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By Russ Marshalek (a place both wonderful and strange)

I recently gave y’all my thoughts regarding my personal history with “The Blair Witch Project” and its upcoming sequel “The Blair Witch”. For the next installment here of The Blair Witch Watch 2016, I reached out via to a friend of mine, noted horror connoisseur Josh Strawn, also of the bands Azar Swan and Vaura (as well as about 500 other projects I can’t keep track of), to get his thoughts on the hype, the myths, the legends and his expectations in having a movie return to those woods.

Russ: How did you become aware of the original Blair Witch Project film, and to what extent did you believe and/or participate in the backstory (believing it was real, the web site, etc)

Josh: A close friend of mine had told me about a segment he’d seen on Bravo or IFC about a documentary crew that was investigating a witch legend and disappeared. I think it was actually some sort of test reel or short film they’d broadcasted long before the completion of the film, but we didn’t know that. He was intrigued by the clip and I think maybe even bought it a little.  I was intrigued by it when he told me about it — hearing about the clip felt like being told a ghost story.

Russ: What are your memories from seeing The Blair Witch Project for the first time?

Josh: I worked at a movie theater at the time. On Thursday nights, the projectionist would “build up” the movies, which was the process by which a theater would put basically load the film into their projector when theaters still used film. Normally, they just run the films and don’t watch them, but for big movies we were all excited about we’d stay after closing and kinda have a party. “Blair Witch” was one we all wanted to see. Keep in mind there aren’t many reviews floating around, there’s no word-of-mouth discussion about it. And we’re in southwestern Virginia, where the woods and mountains we’d go camping and hiking in look a whole lot like those in the film. Maryland is a neighboring state, so it all felt very close to home already. And I have to say, I bought it 100% on first viewing. It was one of the most intense, terrifying, fun film experiences of my life. Of course a week later it was widely known that it was a “found footage” style film, and the backlash set in quickly.

Russ: Did you see or care to see the second film? If so, do you feel it has a place in the canon?

Josh: I saw it. I have to say from what I remember it was so impossible to follow and weird (bad weird) that I don’t even know what it’s about. But I was super excited about it when it was announced. It does seem like it might be better ignored? I’d have to watch it again to know for sure, though. But I probably won’t.

Russ: How do you feel the original Blair Witch influenced the horror film genre?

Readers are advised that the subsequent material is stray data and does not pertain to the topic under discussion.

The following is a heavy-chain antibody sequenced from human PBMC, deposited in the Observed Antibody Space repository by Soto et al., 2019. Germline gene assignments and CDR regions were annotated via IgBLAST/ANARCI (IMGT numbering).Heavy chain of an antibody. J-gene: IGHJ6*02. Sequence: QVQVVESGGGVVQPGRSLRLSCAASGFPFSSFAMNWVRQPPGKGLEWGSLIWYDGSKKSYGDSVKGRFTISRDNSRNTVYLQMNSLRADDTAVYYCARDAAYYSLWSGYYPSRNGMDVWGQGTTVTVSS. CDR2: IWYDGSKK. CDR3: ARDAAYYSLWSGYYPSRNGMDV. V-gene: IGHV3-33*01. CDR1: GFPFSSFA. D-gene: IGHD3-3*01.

Josh: Blair Witch was a trailblazer of more than just horror. It was riding a wave of reality-blurring that’s become a cultural norm. I worked at an advertising research firm for 8 years tracing the rise of co-called “viral” advertising from right around the dawn of YouTube. Everyone from Ray-Ban to Burger King was dropping low budget “fan made” videos online in the hopes everyone would believe they were real. As for how Blair Witch influenced horror, I think it influenced tons of stuff obviously, but most of it was garbage. The reaction to Blair Witch’s legacy was better than its legacy. For me, that’s films like “House of the Devil” that definitely seemed like they were rejecting both the found footage phenomenon and the postmodern self-referencing of “Scream.” By the time movies like “The Sacrament” came around, I just started to actively dislike it, feeling like they would have been good movies had they not opted for the found footage format. Of course there were some good moments–certain vignettes from the first two V/H/S movies were good, and the Paranormal Activity series had its moments.

Russ: What are your hopes for/thoughts on the upcoming Blair Witch?

Josh: I’ve been enjoying Adam Wingard’s movies, he’s definitely one of the better filmmakers on the horizon of contemporary horror. So I do have high hopes. But it seems like a really difficult task, bringing the Blair witch mythology into the reality TV/viral advertising era in a compelling and exciting way. So I’m also a little skeptical. Wingard kind of has his work cut out for him. If he succeeds, though, I’ll be happy. I certainly don’t harbor those feelings of hostility towards the Blair Witch movies that some people do. I really like the story and the original film and the mythology has a lot of possibilities. I’m sort of expecting he’ll play it straight, and just make a solid horror film using that mythology, which I think could work. If he needs someone to help with the soundtrack, my email address is….

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